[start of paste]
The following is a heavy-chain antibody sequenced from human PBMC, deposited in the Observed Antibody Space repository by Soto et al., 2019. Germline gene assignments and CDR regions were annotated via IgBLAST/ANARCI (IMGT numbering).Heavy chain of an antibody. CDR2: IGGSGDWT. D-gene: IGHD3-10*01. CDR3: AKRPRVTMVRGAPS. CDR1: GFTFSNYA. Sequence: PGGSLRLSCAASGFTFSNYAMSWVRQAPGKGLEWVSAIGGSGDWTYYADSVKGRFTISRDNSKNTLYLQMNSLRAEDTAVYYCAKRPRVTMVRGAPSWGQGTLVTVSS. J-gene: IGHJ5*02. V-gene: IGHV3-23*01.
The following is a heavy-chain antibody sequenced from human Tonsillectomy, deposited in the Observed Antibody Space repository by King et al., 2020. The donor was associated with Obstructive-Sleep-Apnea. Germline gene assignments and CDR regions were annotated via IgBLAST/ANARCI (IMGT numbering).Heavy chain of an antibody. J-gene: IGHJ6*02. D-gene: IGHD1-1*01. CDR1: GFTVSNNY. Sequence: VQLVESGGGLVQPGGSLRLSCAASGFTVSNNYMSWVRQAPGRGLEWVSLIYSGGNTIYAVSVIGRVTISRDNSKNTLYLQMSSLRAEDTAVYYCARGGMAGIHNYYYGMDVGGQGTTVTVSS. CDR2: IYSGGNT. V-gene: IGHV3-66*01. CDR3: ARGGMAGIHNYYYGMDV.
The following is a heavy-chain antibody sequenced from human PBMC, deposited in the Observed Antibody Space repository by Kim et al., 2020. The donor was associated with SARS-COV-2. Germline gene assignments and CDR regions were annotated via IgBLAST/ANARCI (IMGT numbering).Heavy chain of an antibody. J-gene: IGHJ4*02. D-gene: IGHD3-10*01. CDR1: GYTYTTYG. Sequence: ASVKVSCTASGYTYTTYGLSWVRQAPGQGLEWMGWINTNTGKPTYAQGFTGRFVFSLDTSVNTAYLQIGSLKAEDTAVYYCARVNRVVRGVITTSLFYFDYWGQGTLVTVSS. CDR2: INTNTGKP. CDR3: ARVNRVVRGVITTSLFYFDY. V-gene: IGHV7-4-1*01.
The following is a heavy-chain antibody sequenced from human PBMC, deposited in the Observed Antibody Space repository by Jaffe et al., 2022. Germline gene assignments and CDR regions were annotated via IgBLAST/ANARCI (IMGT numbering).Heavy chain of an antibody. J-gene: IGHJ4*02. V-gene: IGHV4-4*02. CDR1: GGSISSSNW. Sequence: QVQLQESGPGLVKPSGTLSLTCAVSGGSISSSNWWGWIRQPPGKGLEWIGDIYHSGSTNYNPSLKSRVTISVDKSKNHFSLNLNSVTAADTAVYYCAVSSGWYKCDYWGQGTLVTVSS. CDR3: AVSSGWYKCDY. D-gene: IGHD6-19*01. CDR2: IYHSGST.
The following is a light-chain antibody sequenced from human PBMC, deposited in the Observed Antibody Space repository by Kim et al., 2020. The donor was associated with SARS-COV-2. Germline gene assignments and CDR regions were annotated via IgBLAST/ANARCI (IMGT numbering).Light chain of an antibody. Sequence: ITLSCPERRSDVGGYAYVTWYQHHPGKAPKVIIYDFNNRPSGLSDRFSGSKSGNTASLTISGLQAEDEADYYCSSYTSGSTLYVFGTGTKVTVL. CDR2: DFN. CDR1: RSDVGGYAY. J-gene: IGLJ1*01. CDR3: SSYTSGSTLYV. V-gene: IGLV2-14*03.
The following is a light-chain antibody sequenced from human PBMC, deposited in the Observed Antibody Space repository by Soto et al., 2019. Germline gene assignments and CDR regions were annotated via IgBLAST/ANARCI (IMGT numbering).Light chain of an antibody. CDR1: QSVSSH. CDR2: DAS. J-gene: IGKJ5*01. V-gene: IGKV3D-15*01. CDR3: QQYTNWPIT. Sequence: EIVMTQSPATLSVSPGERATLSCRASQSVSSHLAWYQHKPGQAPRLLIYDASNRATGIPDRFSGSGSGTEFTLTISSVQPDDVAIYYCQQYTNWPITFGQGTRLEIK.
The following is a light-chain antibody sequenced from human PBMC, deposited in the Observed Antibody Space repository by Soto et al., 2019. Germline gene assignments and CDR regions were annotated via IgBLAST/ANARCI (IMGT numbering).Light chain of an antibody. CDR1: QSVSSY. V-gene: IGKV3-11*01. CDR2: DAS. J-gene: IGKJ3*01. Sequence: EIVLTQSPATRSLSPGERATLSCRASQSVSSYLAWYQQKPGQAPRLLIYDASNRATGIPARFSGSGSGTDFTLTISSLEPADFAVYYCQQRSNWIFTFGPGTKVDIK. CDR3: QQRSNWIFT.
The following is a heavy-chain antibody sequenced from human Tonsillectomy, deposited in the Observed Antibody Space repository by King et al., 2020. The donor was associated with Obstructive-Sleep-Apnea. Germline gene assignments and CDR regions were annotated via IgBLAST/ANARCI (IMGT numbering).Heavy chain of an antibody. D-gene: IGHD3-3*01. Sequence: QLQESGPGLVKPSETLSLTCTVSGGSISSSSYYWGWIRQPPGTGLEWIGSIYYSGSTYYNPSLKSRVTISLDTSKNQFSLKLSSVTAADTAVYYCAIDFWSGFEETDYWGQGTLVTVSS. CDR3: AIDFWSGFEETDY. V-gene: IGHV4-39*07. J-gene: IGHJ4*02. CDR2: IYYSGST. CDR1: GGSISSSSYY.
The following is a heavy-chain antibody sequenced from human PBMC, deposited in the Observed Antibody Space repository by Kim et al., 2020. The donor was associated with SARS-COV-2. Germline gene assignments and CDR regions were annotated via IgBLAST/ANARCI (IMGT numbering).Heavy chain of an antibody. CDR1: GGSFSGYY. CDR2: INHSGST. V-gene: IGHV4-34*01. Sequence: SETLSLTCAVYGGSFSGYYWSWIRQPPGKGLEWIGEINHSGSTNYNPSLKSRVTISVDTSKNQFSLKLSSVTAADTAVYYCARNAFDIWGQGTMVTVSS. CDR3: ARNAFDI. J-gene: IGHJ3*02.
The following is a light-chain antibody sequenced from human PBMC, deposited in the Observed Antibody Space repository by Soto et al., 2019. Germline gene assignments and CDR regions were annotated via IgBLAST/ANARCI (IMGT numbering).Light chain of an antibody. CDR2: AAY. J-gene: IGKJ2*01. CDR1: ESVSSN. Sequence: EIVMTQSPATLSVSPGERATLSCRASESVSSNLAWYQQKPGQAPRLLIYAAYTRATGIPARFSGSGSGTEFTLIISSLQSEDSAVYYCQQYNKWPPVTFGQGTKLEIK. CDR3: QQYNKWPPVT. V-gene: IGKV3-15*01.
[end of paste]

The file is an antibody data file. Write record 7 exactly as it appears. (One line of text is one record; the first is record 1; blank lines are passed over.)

The following is a light-chain antibody sequenced from human PBMC, deposited in the Observed Antibody Space repository by Soto et al., 2019. Germline gene assignments and CDR regions were annotated via IgBLAST/ANARCI (IMGT numbering).Light chain of an antibody. CDR1: QSVSSY. V-gene: IGKV3-11*01. CDR2: DAS. J-gene: IGKJ3*01. Sequence: EIVLTQSPATRSLSPGERATLSCRASQSVSSYLAWYQQKPGQAPRLLIYDASNRATGIPARFSGSGSGTDFTLTISSLEPADFAVYYCQQRSNWIFTFGPGTKVDIK. CDR3: QQRSNWIFT.